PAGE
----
7a*11d International Festival of Performance Art, 2008, Toronto
Nuit Blanche, part of SAVAC, Ghost Stories, 2009, Toronto
CICAC, Thompson Rivers University, 2010, Kamloops, BC
Photography by Maya Ersan
(From 7a*11d blog, written by Elaine Wong)
The third day of the festival was characterized by performances that transformed a range of spaces.
Simla Civelek created within the back space of the Free Gallery a tiny world unto herself -- a small wooden box draped in black cloth. Civelek prefaced her performance with a placard stating "I am a Muslim woman. It is my choice to enter the black box. You are welcome to come in and know me."
One of the box's walls bears a small slit at eye-level, an image that immediately conjures up the metaphor of a burqa, but also reminds me of the mail slot on a door, an observation made more potent as pieces of paper are slipped through the slot and flutter to the floor in small, persistent attempts to communicate to the outside world.
Issues (and perhaps the fallacy) of choice are highlighted. Onto the walls of the box are projected a poem that highlights Civelek's lack of choice -- "language has left me" and "long gone are the days i picked every sound word voice." Yet those who enter the box are given a Test, asked to choose from multiple interactions in different languages that will structure the action to happen. Who then is in control?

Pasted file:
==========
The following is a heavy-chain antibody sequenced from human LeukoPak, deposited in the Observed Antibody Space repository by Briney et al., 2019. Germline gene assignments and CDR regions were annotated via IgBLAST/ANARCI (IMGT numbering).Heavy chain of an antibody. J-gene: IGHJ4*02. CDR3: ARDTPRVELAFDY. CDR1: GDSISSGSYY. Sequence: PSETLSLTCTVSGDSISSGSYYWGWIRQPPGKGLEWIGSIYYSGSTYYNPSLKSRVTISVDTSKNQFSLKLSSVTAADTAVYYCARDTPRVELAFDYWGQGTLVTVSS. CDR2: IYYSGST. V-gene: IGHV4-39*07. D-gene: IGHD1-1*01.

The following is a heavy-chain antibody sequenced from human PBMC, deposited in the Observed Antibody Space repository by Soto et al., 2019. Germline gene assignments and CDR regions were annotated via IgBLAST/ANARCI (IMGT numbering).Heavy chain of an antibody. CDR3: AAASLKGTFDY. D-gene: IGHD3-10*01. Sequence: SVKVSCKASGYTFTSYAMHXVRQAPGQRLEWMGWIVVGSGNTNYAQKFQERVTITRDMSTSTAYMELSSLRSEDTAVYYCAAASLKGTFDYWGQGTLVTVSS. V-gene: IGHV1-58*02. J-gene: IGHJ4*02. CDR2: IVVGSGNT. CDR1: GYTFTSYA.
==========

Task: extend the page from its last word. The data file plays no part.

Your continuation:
A little bit of guilt filled me as I circled my choice -- I am one of the people who are limiting her, choosing for her "what emotion, what idea, what address" she should use. She recited for me her poem in Turkish, eyes closed, mouth shaping the words, but clearly uneasy.
Civelek shared with me an interesting piece of information: at first the box was a familiar thing to her. It was her box, her life. But after the six hours spent inside its warm confines, it became somewhat alien, oppressive -- she could not think, she could not react. By the time I had entered her box, she was no longer in control. She told me that entering the box was her choice, but what happens afterwards, once she lets people in, is a third entity that exists outside both the bodies within the box. That which she controlled in turn begins to controls her.
And yet, in contrast all this, was the interaction of a small child who knew Civelek (her Auntie) was in the box. The box was irrelevant, the concealing cloth was a simple barrier, the social and cultural implications were meaningless; the identity of the woman inside the box was immutable to the child. Upon waving goodbye, the child's mother murmured "look, Auntie is smiling with her eyes" -- the only parts of Civelek that could be seen from outside the box. That statement alone is more poignant that anything I could write.